St. Paul, Minn. — The Minnesota Department of Natural Resources (DNR) granted a permit for the Fargo-Moorhead Flood Risk Management Project known as “Plan B.” The permit approval followed the DNR’s completion of a supplemental environmental review that examined revisions to an earlier iteration of the project.

The Fargo-Moorhead Diversion Authority now has the combined dam safety and public waters permit needed from the DNR for this Red River project. The permit includes more than 50 special conditions governing project design, construction, operation, and maintenance.

“Plan B, with the conditions included in DNR’s permit, represents a balanced approach to reducing flood risk in an important metropolitan area while protecting public safety and the environment,” said DNR Commissioner Tom Landwehr. “The strong work of the Task Force convened by Governors Burgum and Dayton and the supplemental environmental review process were critical in informing our final decision. I thank the members of the Task Force for their input in this process.”

Landwehr said Minnesota recognizes the need to reduce flood risk in the Fargo-Moorhead area in a way that is consistent with Minnesota’s laws protecting public health, safety and the environment. Currently, approximately 169,000 acres in Fargo-Moorhead are subject to flooding in a 100-year event. Plan B will provide 100-year level flood protection for about 57,000 of those acres, while exposing approximately 12,000 acres to new flooding potential. Most of the acreage newly subject to flooding will be south of Fargo-Moorhead.

“Unfortunately, it isn’t possible to build a large flood protection project without adversely affecting some people, and the Fargo-Moorhead Diversion Project is no exception,” said Landwehr. However, according to Landwehr, the Plan B project meets the state’s high permitting standards and does a better job balancing project benefits and adverse impacts between Minnesota and North Dakota than did the earlier proposed project.

Prior to issuing the permit for Plan B, the DNR completed the state’s thorough environmental review process, determining that the project’s Supplemental Environmental Impact Statement (SEIS) was adequate. Under Minnesota law, permit decisions cannot be made until environmental review is complete. During the entire six-year environmental review process, the DNR considered more than 1,800 public comments and analyzed 33 project alternatives.

Plan B permit details

As approved by the DNR, the project includes an approximately 30-mile-long diversion channel on the North Dakota side of the Fargo-Moorhead area. Plan B also includes dams and other water control features on the interstate Red River and the Wild Rice River in North Dakota. View the project map at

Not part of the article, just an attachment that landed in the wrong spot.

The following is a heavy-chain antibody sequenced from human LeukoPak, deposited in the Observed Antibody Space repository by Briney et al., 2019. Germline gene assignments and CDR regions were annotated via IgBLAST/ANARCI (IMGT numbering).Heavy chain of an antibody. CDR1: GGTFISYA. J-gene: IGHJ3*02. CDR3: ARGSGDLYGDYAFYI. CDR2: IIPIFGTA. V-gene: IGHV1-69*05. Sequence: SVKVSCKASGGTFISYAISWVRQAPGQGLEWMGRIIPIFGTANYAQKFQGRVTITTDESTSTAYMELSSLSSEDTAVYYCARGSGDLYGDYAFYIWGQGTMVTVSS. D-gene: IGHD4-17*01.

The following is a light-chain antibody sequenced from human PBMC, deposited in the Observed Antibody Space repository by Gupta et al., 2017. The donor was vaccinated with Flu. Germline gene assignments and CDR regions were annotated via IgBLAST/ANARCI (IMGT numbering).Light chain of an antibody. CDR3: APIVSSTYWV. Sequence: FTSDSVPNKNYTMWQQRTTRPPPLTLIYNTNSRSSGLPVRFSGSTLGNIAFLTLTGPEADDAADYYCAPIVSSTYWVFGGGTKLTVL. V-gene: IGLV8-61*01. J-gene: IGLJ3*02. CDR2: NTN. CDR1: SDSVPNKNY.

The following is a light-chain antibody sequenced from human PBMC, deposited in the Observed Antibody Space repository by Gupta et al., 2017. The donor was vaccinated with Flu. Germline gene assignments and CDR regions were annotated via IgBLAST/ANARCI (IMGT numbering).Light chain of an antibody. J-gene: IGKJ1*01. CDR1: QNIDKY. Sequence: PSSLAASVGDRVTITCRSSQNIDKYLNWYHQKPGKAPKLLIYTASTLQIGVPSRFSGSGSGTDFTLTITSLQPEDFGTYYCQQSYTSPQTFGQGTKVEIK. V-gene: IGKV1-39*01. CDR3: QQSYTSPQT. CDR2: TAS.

Compared with the previously proposed project that DNR rejected in 2016, Plan B creates a better balance between the two states regarding the number of acres impacted and benefitted. It also improves on the mitigation of adverse impacts to property and natural resources and retains more existing floodplain.

Specifically, Plan B results in reduced impacts to cemeteries, organic farms and other properties in Minnesota. Plan B also results in less loss of the existing floodplain by changing the alignments of the southern embankment and tieback levees on the Red River. Plan B also allows more water to flow through Fargo-Moorhead during flood events. In combination, these changes reduce the size of the newly flooded area south of town and also eliminate the need for a ring dike at Comstock.

The DNR permit for the project contains 54 conditions, or requirements. Notable conditions address:

  • Required mitigation, including fish passage at Drayton Dam.
  • Acquisition of property rights for all impacted property in Minnesota.
  • DNR review and approval of all final engineering prior to each construction phase (the project will be built in several phases over approximately 10 years).
  • DNR review and approval of the project Operation and Maintenance Plan prior to completion of the last construction phase.
  • Coordination with Buffalo-Red River Watershed District on the Wolverton Creek crossing structure.

The DNR’s Findings of Fact, explaining the basis for the agency’s decision, and the Plan B permit are available on the project permit page at

Project next steps

The dam safety and public waters work permit is the major DNR permit required for project construction. However, additional DNR permits and approvals are required as identified in the dam safety and public waters work permit. In addition, the project must obtain all other required local, state, and federal approvals. The current U.S. District Court injunction will also need to be addressed before project construction.

SEIS adequacy determination

In determining the SEIS is adequate, the DNR followed state law and based its decision on these three criteria:

  • Does the SEIS analyze the topics identified in scoping?
  • Does the SEIS respond to comments received on the draft?
  • Did the DNR follow the process established in state statute and rule for preparing an environmental impact statement?

Prior to making its adequacy determination, the DNR reviewed all of the comments the agency received on the Draft and Final SEIS and considered them in relation to the three criteria. The adequacy decision marks the end of the environmental review process.